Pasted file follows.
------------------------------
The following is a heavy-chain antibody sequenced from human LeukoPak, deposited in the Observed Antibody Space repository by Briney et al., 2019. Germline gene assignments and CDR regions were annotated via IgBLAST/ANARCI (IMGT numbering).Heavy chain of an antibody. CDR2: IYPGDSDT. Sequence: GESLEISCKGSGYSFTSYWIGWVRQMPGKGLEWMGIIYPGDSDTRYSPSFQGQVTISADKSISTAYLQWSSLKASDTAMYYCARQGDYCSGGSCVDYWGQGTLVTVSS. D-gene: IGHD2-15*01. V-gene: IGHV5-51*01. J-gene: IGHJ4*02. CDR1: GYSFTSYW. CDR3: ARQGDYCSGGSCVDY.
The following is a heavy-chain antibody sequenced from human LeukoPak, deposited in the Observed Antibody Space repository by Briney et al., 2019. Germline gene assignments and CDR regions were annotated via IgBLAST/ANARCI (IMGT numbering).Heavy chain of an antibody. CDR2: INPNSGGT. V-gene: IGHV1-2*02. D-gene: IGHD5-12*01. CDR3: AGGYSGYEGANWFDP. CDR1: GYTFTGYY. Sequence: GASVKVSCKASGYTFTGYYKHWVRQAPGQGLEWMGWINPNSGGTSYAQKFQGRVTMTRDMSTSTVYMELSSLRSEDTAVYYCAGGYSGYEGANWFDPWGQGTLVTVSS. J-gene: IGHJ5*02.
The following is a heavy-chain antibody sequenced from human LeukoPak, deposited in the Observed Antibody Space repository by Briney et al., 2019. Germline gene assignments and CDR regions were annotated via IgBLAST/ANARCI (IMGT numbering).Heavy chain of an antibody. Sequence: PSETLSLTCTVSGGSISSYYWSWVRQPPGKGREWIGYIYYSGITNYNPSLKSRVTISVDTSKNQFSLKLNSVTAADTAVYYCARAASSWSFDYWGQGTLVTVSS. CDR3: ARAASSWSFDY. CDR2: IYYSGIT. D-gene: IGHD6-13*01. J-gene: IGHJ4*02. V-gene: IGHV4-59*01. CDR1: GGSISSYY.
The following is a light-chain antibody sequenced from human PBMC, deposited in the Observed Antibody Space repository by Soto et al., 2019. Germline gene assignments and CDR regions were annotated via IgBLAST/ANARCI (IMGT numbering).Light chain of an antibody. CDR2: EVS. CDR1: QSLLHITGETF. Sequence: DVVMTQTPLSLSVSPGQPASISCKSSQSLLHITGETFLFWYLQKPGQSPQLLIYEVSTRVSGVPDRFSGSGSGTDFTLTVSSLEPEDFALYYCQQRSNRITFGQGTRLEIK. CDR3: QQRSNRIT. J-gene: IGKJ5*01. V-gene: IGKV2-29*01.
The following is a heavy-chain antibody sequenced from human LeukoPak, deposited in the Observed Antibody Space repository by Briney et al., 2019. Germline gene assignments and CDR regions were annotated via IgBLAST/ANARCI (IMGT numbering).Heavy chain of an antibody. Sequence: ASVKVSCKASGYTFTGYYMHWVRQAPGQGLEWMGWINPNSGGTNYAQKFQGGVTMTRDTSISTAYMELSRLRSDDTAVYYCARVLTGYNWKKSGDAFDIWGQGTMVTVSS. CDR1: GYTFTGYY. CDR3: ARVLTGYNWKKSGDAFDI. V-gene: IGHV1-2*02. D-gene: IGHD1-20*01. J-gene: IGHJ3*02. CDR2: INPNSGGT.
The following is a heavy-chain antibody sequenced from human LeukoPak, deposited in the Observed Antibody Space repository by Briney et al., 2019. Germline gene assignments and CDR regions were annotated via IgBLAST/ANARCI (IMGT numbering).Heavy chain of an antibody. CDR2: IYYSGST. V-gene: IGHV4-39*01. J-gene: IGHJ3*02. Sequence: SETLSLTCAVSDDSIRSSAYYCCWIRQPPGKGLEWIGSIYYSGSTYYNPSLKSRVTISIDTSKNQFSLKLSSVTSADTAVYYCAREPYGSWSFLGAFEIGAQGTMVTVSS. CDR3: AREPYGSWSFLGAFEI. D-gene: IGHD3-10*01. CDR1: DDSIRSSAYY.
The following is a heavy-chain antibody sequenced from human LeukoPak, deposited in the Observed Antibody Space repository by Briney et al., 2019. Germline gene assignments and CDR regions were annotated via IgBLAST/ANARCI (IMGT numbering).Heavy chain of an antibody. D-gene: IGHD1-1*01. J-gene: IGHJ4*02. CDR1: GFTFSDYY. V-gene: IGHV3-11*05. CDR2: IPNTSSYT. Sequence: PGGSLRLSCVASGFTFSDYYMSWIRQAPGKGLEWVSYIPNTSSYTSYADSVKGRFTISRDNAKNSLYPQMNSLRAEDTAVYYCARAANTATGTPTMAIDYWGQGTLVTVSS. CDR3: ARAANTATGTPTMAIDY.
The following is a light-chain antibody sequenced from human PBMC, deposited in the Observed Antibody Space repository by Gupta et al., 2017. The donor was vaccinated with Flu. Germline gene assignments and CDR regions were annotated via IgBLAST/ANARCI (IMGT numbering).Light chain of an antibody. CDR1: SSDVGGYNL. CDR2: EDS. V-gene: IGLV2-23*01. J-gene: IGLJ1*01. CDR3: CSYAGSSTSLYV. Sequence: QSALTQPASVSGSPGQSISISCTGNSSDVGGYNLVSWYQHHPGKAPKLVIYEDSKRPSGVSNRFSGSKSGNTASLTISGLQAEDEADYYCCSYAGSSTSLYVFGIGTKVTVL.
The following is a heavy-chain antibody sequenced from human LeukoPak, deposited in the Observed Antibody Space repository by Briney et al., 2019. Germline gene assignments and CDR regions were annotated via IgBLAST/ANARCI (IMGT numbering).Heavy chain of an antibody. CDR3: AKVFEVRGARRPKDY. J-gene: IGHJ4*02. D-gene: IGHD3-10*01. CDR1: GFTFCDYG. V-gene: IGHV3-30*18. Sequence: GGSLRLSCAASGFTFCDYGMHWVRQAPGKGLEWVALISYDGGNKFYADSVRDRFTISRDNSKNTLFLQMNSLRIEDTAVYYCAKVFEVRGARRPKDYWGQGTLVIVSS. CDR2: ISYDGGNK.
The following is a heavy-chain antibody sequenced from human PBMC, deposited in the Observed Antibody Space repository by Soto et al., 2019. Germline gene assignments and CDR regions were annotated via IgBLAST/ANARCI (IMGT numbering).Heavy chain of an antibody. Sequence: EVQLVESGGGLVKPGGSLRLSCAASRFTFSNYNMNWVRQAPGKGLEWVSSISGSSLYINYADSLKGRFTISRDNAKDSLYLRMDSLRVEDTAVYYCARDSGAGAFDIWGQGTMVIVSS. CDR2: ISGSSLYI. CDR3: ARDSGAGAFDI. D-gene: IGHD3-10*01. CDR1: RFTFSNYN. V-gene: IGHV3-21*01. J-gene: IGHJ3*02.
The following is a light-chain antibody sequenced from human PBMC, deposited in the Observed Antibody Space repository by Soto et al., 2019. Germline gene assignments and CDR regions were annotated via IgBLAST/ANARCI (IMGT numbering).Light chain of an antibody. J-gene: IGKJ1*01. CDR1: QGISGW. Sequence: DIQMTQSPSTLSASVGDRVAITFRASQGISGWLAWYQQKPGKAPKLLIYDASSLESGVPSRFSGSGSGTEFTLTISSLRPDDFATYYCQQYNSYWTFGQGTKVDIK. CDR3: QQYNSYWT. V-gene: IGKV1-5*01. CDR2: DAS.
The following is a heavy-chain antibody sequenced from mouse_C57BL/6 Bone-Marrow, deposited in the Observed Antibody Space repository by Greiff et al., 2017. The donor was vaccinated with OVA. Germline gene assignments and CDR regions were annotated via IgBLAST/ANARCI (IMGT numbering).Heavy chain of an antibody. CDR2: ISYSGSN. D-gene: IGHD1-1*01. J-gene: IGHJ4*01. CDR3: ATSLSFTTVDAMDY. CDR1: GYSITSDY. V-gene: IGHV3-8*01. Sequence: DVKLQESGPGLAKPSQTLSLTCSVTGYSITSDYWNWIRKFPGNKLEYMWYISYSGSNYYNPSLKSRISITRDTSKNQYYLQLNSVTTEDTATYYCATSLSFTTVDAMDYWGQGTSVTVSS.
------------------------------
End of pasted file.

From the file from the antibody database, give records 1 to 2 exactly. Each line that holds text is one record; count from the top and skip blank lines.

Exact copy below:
The following is a heavy-chain antibody sequenced from human LeukoPak, deposited in the Observed Antibody Space repository by Briney et al., 2019. Germline gene assignments and CDR regions were annotated via IgBLAST/ANARCI (IMGT numbering).Heavy chain of an antibody. CDR2: IYPGDSDT. Sequence: GESLEISCKGSGYSFTSYWIGWVRQMPGKGLEWMGIIYPGDSDTRYSPSFQGQVTISADKSISTAYLQWSSLKASDTAMYYCARQGDYCSGGSCVDYWGQGTLVTVSS. D-gene: IGHD2-15*01. V-gene: IGHV5-51*01. J-gene: IGHJ4*02. CDR1: GYSFTSYW. CDR3: ARQGDYCSGGSCVDY.
The following is a heavy-chain antibody sequenced from human LeukoPak, deposited in the Observed Antibody Space repository by Briney et al., 2019. Germline gene assignments and CDR regions were annotated via IgBLAST/ANARCI (IMGT numbering).Heavy chain of an antibody. CDR2: INPNSGGT. V-gene: IGHV1-2*02. D-gene: IGHD5-12*01. CDR3: AGGYSGYEGANWFDP. CDR1: GYTFTGYY. Sequence: GASVKVSCKASGYTFTGYYKHWVRQAPGQGLEWMGWINPNSGGTSYAQKFQGRVTMTRDMSTSTVYMELSSLRSEDTAVYYCAGGYSGYEGANWFDPWGQGTLVTVSS. J-gene: IGHJ5*02.